30 news posts related to Weather

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Rating tornado warnings charts a path to improve forecasts

Tornado in Colorado

The United States experiences more tornadoes than any other country, with a season that peaks in spring or summer depending on the region. Tornadoes are often deadly, especially in places where buildings can’t withstand high winds. Accurate advanced warnings can save lives. A study from the University of Washington and the National Oceanic and Atmospheric Administration describes a new way to rate and possibly improve tornado warnings. 

Read more at UW News »

Ask a scientist: Nick Bond

Washington State Climatologist Nick Bond

El Niño and La Niña… we hear these two terms a lot when discussing weather but what do they really mean? We asked Washington State Climatologist and weather enthusiast Nick Bond. Keep reading for more El Niño/La Niña questions that didn’t make it into the video (but are just as interesting!).   View this post on Instagram   A post shared by UW College of the Environment (@uwenvironment) Q: Does El Niño or La Niña really affect our weather?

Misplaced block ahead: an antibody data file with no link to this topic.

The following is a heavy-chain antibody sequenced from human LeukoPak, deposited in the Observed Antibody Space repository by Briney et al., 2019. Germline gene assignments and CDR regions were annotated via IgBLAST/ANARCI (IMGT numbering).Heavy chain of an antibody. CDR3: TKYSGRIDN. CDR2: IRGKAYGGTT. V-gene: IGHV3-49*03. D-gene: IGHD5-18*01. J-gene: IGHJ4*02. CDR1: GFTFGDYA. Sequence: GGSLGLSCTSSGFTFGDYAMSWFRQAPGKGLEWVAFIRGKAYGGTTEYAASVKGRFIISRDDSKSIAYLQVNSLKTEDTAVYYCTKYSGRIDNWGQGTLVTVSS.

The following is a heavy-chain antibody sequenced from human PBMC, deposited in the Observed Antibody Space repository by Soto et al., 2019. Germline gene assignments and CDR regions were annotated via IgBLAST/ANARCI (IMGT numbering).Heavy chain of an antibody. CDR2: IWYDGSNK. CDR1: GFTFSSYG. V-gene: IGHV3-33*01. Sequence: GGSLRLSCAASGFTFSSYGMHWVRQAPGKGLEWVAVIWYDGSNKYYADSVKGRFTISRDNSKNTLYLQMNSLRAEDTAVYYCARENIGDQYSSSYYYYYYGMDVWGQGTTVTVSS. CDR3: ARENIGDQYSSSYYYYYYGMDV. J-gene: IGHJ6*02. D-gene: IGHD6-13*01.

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What does a hot day in Bali have to do with a dry day in Seattle?

Rainy Pike Place market

Consider this: the U.S. West Coast has seen a decrease in rainfall between 1981-2018. UW scientists think a phenomenon called the Madden-Julian Oscillation (MJO) might be to blame. A stormy disturbance that occurs several times a year in the tropics, the MJO is similar to the El Nino Southern Oscillation, which is notorious for generating extreme winter weather in the Pacific Northwest. 

Read more at Nature »

How do we know so much about ancient climates?

Isolab grad student Lindsey Davidge

Scientists know a lot about the Earth’s climate. Over the past sixty years, they have collected temperature and precipitation information, measured the amount of carbon dioxide in Earth’s atmosphere, and charted the changing weather. But what if we want to compare today’s climate to past climates—say, a million years ago or more? Traces of those past climates—referred to as paleoclimates—remain in rocks and ice as particles that once made up the ancient atmosphere, rain and soil. 

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Atmospheric scientist Chris Bretherton elected to National Academy of Sciences

Chris Bretherton

Chris Bretherton, a University of Washington professor jointly appointed in the departments of Atmospheric Sciences and Applied Mathematics, has been elected to the National Academy of Sciences. He is one of 100 new members elected for their “distinguished and continuing achievements in original research” who were announced April 30 by the academy. Chris studies how clouds form and change over time and how to better represent these processes in global climate and weather-forecasting models. 

Read more at UW News »